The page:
Just as you thought the court interpreting contract was delivering savings... Two unrelated reports from independent sources (a solicitor and a court reporter) resurface:


Case study

But a spokesman for the MOJ said in January: “Since we introduced a new interpreting contract in 2012 we have spent £38 million less on language service fees than was projected to be spent under the previous arrangements.”

A case study at its best...

Whoever thought public service interpreting was easy or trivial...

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In the case of Hak v St Christopher’s Fellowship the claimant, who had some understanding of English, requested the assistance of an interpreter in advance of the tribunal hearing. Unfortunately there were no interpreters available on the day of the hearing. The claimant was asked at the outset of the hearing whether he wanted to proceed without an interpreter. He confirmed that he did and, when his claim was struck out, he appealed to the Employment Appeal Tribunal.

The EAT held that a reasonable opportunity had been afforded to the Claimant to have an interpreter as he had been given the choice of proceeding with the hearing, without an interpreter, or waiting until an interpreter could be found. Provided the Judge was satisfied that the litigant understood the choices available, this was sufficient.

It should be noted that, where a litigant’s understanding of English is poor, a choice for the hearing to go ahead without an interpreter should not be given and the hearing should only proceed once an interpreter has been sourced. 

Cost pressures affecting public bodies are risking the quality of translation services, a survey has suggested – potentially creating further costs through medical misunderstandings, delays to court proceedings and other errors.

There is now a “critical shortage’ of skilled language professionals willing to work in the public sector, according to the Association of Translation Companies (ATC), with providers increasingly “walking away from public sector opportunities”. This is because smaller companies especially are struggling to break even as public organisations try to save every penny in their contract negotiations.

Following an in-depth survey, the ATC says: “A near unanimous view is that the procurement of language services is treated too much as a commodity with insufficient understanding of how to assess and monitor quality of service. There is a preeminent over-focus by procurers on the cost of service, with a disconnect in understanding of the quality that can be provided under any agreed budget.”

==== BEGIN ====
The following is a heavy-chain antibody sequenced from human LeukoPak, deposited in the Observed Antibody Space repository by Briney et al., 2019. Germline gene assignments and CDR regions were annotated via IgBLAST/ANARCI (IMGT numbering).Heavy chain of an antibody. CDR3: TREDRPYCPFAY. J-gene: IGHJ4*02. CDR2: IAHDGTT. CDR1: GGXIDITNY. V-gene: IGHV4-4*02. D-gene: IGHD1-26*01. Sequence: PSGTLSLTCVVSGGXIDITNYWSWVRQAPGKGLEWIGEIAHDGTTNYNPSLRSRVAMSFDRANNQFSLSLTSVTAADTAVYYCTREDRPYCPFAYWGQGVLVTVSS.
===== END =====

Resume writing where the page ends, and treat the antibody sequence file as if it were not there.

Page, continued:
The public sector as a whole is the largest client for language services providers.

The ATC is particularly concerned at the apparent failure to learn lessons from the Ministry of Justice procurement in 2011, despite an in-depth examination of what went wrong by the Commons Justice Committee in 2013.

The Crown Commercial Service and the Ministry of Justice are currently procuring language services worth hundreds of millions of pounds of taxpayers’ money for government departments, and the ATC is worried that short-term cost savings are again taking precedence over quality and long-term value.

The world's governments would be lost without interpreters. Meet the old hands at the UN headquarters and the students who will help us understand one another in the years ahead. Without these guys, nothing gets done.

It’s Friday morning at the UN headquarters in New York and Sophie Louyot – chiffon scarf wrapped tightly around her neck – is marching around the corridors of power. In a few minutes a discussion will start in the recently renovated General Assembly Hall about changing the archaic make-up of the Security Council. As acting head of the organisation’s interpretation service, Louyot will need to make sure all of her staff are promptly in place to help the 193 member nations decipher the formal prologues and impassioned speeches of each other’s delegates.

Perched above meetings in booths that curve around the circumferences of the main debating halls, interpreters provide an invaluable service, often making it look far easier than it is. Hunched over microphones, they peer through tinted windows at the delegates, simultaneously interpreting the audio feed from their headphones (usually into their mother tongue, often fired out in a rapid staccato to keep up with the interlocutor below). The mental acrobatics taking place are second to none, which may explain why interpreters only work half-hour shifts at a time.

“You have to be listening and you have to be talking at the same time,” says Belgian-born French interpreter Véronique Vandegans. “If you interpret literally that isn’t going to work. And if you have time, which isn’t usually the case, you have to be able to correct yourself.” As well as making split-second decisions and performing multiple tasks, understanding what is happening doesn’t simply involve following the speech. Interpreters, whose salaries start at about €44,000, have to be abreast of the inner machinations of the UN, from jargon to current affairs. This is a seven-days-a-week job where, in their half days and free time, staff need to be reading up on official documentation and making sure they are consuming media in the multiple languages from which they interpret. “But the main language we have to master is our own,” says Vandegans who, for a recent meeting, had to learn how a nuclear power plant worked, along with all the accompanying vocabulary. “You need to be able to express yourself in a way that is easily understood by all delegates.”